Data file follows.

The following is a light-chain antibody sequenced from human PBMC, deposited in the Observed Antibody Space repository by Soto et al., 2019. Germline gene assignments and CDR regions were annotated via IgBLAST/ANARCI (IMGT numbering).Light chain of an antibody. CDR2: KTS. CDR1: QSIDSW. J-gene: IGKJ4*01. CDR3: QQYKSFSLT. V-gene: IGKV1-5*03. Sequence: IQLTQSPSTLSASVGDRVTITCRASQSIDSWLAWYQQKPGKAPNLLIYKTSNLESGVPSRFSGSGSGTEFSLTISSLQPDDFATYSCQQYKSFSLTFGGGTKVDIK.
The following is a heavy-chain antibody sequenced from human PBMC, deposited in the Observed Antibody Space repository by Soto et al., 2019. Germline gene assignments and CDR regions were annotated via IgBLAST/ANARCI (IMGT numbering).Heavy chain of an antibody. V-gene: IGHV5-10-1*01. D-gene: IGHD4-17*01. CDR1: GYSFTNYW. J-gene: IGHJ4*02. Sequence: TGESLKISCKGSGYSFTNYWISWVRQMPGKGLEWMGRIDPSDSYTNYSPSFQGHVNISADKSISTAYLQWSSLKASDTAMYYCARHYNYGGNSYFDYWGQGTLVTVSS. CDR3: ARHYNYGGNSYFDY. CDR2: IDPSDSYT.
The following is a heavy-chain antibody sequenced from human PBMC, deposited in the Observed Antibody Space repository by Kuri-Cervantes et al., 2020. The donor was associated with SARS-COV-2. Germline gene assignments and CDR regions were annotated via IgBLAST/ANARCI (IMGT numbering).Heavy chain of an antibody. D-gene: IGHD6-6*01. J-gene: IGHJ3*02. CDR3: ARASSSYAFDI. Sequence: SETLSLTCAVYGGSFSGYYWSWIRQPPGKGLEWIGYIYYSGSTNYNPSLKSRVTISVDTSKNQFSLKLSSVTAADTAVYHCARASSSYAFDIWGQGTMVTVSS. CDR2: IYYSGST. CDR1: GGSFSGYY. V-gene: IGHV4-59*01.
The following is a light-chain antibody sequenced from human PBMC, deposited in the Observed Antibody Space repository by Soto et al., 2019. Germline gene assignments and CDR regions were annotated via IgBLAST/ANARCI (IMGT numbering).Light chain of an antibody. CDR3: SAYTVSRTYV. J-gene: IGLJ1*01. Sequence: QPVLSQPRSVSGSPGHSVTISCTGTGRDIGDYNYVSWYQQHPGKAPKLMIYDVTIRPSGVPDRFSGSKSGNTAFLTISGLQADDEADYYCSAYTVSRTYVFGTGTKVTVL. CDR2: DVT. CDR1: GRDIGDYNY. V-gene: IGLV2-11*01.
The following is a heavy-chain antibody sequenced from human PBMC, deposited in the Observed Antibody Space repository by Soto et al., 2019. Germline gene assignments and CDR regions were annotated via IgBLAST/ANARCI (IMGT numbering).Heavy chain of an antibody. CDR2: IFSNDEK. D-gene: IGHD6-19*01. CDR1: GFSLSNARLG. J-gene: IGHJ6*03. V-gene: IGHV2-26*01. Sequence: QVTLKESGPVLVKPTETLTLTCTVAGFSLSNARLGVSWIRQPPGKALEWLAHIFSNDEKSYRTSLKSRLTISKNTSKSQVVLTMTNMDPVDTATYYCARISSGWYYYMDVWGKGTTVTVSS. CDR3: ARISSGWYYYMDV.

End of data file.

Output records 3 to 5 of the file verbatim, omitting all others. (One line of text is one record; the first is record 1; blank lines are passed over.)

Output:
The following is a heavy-chain antibody sequenced from human PBMC, deposited in the Observed Antibody Space repository by Kuri-Cervantes et al., 2020. The donor was associated with SARS-COV-2. Germline gene assignments and CDR regions were annotated via IgBLAST/ANARCI (IMGT numbering).Heavy chain of an antibody. D-gene: IGHD6-6*01. J-gene: IGHJ3*02. CDR3: ARASSSYAFDI. Sequence: SETLSLTCAVYGGSFSGYYWSWIRQPPGKGLEWIGYIYYSGSTNYNPSLKSRVTISVDTSKNQFSLKLSSVTAADTAVYHCARASSSYAFDIWGQGTMVTVSS. CDR2: IYYSGST. CDR1: GGSFSGYY. V-gene: IGHV4-59*01.
The following is a light-chain antibody sequenced from human PBMC, deposited in the Observed Antibody Space repository by Soto et al., 2019. Germline gene assignments and CDR regions were annotated via IgBLAST/ANARCI (IMGT numbering).Light chain of an antibody. CDR3: SAYTVSRTYV. J-gene: IGLJ1*01. Sequence: QPVLSQPRSVSGSPGHSVTISCTGTGRDIGDYNYVSWYQQHPGKAPKLMIYDVTIRPSGVPDRFSGSKSGNTAFLTISGLQADDEADYYCSAYTVSRTYVFGTGTKVTVL. CDR2: DVT. CDR1: GRDIGDYNY. V-gene: IGLV2-11*01.
The following is a heavy-chain antibody sequenced from human PBMC, deposited in the Observed Antibody Space repository by Soto et al., 2019. Germline gene assignments and CDR regions were annotated via IgBLAST/ANARCI (IMGT numbering).Heavy chain of an antibody. CDR2: IFSNDEK. D-gene: IGHD6-19*01. CDR1: GFSLSNARLG. J-gene: IGHJ6*03. V-gene: IGHV2-26*01. Sequence: QVTLKESGPVLVKPTETLTLTCTVAGFSLSNARLGVSWIRQPPGKALEWLAHIFSNDEKSYRTSLKSRLTISKNTSKSQVVLTMTNMDPVDTATYYCARISSGWYYYMDVWGKGTTVTVSS. CDR3: ARISSGWYYYMDV.